This paper explores this issue by first considering the cognitive framework for analyzing game play described by Lindley and Sennersten . Methods for conducting analyses of play with a view to identify underlying game play schemas are then described. Based upon this, the paper goes on to consider potential methods by which a computer game system might itself form hypotheses about the schemas underlying the play of a particular game. Finally, we consider some ways in which hypothesized game-play schemas can be used automatically within a computer game system to modify game mechanics as a basis for guiding play and influencing ongoing schema formation and refinement on the part of a player. This work differs significantly from many past projects to create computational players (e.g., see ) in that the latter are typically focused on optimal game-play methods that do not need to use computational techniques based upon human play performance. In the case of the work described here, the particular strength and interest of the method are the characterization and explicit representation of the specific algorithmic strategies and cognitive processes of human players, both for analytical purposes and as a foundation for adaptive game mechanics.
2. A Cognitive Theory of Game Play: Tasks, Attention, Schemas, and the Pleasures of Play
Lindley and Sennersten  present a theory of the underlying cognitive systems involved in game play based upon schema theory and attention theory. Schemas are cognitive structures that link declarative (or factual) and procedural (or performative) knowledge together in patterns that facilitate comprehension and the manifestation of appropriate actions within a context. While the taxonomical structures of semantic or declarative memory are comprised of object classes together with associated features and arranged in subclass/superclass hierarchies, the elements of schemas are associated by observed contiguity, sequencing, and grouping in space and/or time . Schemas can refer to declarative knowledge and taxonomical types with their features and relationships, and integrate these with decision processes. Schemas include scripts for the understanding and enacting of behavioral patterns and routines, a classic example being Schank and Abelson’s  example of the restaurant script that includes a structure of elements for entering a restaurant, sitting down, ordering food, eating, conversing, paying the bill, leaving, and so on. Scripts, as structures used for both comprehension and behavior generation, represent a structure of cognitive functions that may include cognitive resources, perceptual interpretations and preconditions, decision processes, attention management, and responsive motor actions. Story schemas are patterns representing a structure of understandable elements that must occur to make stories comprehensible. The presence of story schemas in the cognitive systems of storytellers, listeners, readers, or viewers of stories allows stories to be told and to be comprehended, including the inference of missing information. If a story deviates too far from a known schema, it will not be perceived as a coherent story. Script and story schemas are concerned with structures of both space and time, while scenes are schemas representing spatial structures, such as the layout of a house, a picture or an area of a city.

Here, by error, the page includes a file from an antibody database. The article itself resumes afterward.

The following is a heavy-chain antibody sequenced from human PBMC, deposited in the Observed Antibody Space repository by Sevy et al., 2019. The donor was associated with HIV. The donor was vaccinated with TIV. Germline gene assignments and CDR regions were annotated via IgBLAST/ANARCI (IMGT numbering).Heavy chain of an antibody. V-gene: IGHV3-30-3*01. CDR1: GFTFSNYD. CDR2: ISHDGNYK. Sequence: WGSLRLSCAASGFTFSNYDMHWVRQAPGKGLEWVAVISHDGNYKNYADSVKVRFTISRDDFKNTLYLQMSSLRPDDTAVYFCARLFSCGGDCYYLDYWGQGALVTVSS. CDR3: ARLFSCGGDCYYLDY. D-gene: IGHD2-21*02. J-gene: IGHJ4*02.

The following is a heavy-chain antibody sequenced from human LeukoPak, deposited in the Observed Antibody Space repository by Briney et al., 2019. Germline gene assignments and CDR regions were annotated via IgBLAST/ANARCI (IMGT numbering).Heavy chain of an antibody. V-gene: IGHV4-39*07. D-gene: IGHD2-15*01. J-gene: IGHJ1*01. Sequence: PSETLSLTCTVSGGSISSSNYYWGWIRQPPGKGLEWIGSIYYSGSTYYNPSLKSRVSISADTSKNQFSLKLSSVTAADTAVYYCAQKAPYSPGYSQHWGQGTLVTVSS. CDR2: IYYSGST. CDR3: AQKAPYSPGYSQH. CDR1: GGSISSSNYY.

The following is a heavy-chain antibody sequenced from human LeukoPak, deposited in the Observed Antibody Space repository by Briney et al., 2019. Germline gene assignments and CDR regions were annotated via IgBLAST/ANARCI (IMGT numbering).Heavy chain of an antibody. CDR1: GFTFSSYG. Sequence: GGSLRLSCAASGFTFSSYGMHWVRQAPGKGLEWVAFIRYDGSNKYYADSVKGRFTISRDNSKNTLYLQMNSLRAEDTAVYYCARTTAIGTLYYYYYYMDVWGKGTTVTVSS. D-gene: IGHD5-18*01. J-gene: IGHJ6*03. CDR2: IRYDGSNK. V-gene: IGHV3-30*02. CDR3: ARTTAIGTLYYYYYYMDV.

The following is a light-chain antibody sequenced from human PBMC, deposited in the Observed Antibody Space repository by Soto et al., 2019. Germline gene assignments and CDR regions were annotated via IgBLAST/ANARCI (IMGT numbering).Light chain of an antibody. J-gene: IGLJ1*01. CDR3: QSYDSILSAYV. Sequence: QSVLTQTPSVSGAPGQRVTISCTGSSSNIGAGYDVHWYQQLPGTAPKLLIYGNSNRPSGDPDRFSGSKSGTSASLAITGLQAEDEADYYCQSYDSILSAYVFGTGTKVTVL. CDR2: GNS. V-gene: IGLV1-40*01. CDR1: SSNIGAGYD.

While schemas have been interpreted in many different ways, here a game play schema is understood as a cognitive structure for orchestrating the various cognitive resources required to generate motor outputs of game play in response to the ongoing perception of an unfolding game. A game play schema is therefore the structure and algorithm determining the management of attentional and other cognitive, perceptual, and motor resources required to realize the tasks involved in game play. Examples of types of game-play schemas described by Lindley and Sennersten  include story scripts for understanding high level narrative structures designed into games, and scripts for the combative engagement of an enemy, exploring a labyrinth, interacting with a trader nonplayer character, and negotiating and carrying out quests.
Attention theory provides an account of the energetic resources available to cognition, together with principles for the distribution of energy (or attention) to the cognitive resources that use (or manifest) it. Attention theory addresses issues of attentional focus, management of attention (including attentional selection), and the allocation of cognitive resources to cognitive tasks. Ongoing research is addressing the question of the detailed operation of attentional mechanisms, including questions such as the degree to which attentional capacity is specific to specific cognitive resources (or modes) or sharable among resources according to demand, and the stage of processing of perceptual information at which perceptual information is selected for attentional priority. Schemas can be regarded as mechanisms or algorithms that, among other functions, determine the allocation of attention to cognitive tasks.